“We don’t want to make our money selling things that are bad for people” – Billionaire investor Charlie Munger tears into Robinhood

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Billionaire investor Charlie Munger is clearly not a fan of Robinhood. Munger, Warren Buffett’s long-time business partner and the vice chairman of Berkshire Hathaway has lambasted Robinhood at different times, accusing the trading app and similar apps, of encouraging amateur investors to gamble on stocks and dabble with risky options trading.

“It’s just god-awful that something like that would draw investment from civilized men and decent citizens. It’s deeply wrong. We don’t want to make our money selling things that are bad for people,” Munger, 97, said earlier this month at  Berkshire Hathaway’s annual shareholder meeting.

Warren Buffett, the CEO of Berkshire Hathaway also criticized Robinhood, saying he’s “looking forward” to reading online broker’s S-1. Robinhood has “become a very significant part of the casino aspect of the casino group that has joined into the stock market in the last year or year and a half,” Buffet said during the conglomerate’s annual shareholder meeting, streamed exclusively on Yahoo Finance.

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Buffett, 90, said it “would be interesting to watch” how the commission-free trading app describes its source of income in the S-1, pointing out that Robinhood’s commission-free trading has resulted in a surge in put and call options trading that’s “gambling on the price of Apple.”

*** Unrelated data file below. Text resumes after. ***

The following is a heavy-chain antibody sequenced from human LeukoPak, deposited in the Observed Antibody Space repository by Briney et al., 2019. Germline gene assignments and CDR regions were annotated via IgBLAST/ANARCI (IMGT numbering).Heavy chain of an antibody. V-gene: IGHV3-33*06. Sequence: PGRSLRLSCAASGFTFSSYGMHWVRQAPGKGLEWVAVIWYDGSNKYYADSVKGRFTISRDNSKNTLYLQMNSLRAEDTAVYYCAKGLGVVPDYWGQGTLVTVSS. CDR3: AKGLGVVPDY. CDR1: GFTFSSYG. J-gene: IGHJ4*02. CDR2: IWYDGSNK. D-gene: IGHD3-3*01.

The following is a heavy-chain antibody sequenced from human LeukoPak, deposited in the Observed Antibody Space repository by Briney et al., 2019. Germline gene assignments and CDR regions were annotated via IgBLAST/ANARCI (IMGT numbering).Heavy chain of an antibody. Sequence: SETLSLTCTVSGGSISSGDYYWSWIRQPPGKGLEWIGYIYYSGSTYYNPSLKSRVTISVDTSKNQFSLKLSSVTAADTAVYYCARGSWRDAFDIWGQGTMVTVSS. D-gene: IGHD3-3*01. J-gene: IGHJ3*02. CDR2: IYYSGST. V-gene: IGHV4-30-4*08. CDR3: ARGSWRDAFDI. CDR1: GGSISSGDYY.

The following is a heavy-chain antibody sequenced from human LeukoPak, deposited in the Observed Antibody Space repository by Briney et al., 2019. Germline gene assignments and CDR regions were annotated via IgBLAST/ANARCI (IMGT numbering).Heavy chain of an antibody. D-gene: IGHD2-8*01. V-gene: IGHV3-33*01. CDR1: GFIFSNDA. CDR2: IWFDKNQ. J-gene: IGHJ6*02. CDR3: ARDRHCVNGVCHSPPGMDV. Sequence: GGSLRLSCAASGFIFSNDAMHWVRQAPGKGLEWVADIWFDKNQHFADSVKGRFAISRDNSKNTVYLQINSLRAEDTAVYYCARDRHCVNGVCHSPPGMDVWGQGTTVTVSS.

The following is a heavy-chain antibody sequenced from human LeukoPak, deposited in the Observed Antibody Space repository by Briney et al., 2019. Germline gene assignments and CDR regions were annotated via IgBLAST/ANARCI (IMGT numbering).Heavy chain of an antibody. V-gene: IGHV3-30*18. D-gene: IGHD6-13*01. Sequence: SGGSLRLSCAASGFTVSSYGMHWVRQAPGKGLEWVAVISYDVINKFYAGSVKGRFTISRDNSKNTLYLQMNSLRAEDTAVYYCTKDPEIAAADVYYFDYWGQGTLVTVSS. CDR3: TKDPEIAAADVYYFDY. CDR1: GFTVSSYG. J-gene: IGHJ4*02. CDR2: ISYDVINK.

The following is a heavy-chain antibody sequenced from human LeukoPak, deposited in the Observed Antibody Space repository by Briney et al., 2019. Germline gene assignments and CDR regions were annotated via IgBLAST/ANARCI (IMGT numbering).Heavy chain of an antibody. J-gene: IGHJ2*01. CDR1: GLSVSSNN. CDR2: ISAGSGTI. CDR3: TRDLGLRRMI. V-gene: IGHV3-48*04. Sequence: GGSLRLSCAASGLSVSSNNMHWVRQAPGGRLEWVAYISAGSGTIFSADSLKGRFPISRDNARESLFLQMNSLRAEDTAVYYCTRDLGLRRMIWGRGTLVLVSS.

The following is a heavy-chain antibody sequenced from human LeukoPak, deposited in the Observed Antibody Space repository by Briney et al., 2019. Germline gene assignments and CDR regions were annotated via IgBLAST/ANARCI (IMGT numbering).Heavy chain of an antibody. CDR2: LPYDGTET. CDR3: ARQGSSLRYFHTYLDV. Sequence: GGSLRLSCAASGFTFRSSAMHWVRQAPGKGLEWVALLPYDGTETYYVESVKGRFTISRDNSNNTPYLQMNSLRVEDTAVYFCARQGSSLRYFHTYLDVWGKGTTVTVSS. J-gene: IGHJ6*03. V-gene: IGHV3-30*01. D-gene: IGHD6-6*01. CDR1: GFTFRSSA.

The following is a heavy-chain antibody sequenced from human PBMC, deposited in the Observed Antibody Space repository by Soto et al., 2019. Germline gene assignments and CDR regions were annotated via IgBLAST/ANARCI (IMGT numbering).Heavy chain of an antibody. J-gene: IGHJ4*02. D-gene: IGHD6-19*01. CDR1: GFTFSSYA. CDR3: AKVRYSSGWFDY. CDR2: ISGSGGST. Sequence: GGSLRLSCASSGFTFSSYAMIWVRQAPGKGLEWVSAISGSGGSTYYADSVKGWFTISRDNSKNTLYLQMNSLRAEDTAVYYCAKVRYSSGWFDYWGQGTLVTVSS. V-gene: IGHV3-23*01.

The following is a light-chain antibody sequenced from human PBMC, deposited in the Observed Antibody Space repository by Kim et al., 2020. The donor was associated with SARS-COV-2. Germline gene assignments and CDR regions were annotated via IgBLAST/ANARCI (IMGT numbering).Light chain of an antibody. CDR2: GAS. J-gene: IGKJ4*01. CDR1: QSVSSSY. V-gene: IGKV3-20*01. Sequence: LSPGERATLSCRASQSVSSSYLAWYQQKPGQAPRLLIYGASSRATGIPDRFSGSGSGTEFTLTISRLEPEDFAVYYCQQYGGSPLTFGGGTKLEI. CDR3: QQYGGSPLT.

“There’s nothing illegal about it. There’s nothing immoral, but I don’t think you’d build a society around people doing it,” Buffett added.

He continued: “If a group of us landed on a desert island knew we would never be rescued and I was one of the group and said, ‘I’ll set up an exchange over here and I’ll trade our corn futures and everything around it,’ I think the degree to which a very rich society can reward people who know how to take advantage, essentially, of the gambling instincts of not only the American public, the worldwide public, it’s not the most admirable part of the accomplishment.”

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But Robinhood did not waste time to fire back at the legendary investors via a blog post:

“If the last year has taught us anything, it is that people are tired of the Warren Buffetts and Charlie Mungers of the world acting like they are the only oracles of investing. And at Robinhood, we’re not going to sit back while they disparage everyday people for taking control of their financial lives.”

Shark Tank investor Kevin O’Leary, however, has a different view from Warren Buffet and Charlie Munger. He called Robinhood a “misunderstood platform.”

“I think what both Warren and Charlie may not have considered is Robinhood, with its 20-plus million accounts, has done a great service for people who never invested in a stock before,” O’Leary added.

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Robinhood, which has plans to become a publicly traded company this year, came under heavy criticism and drew Congressional and regulatory scrutiny in the wake of a trading frenzy in February surrounding meme stocks GameStop (GME) and AMC (AMC).

The trading app was also hit with class action lawsuits by customers who accused Robinhood of favoring Wall Street pros over retail investors when it placed temporary trading curbs on those stocks.

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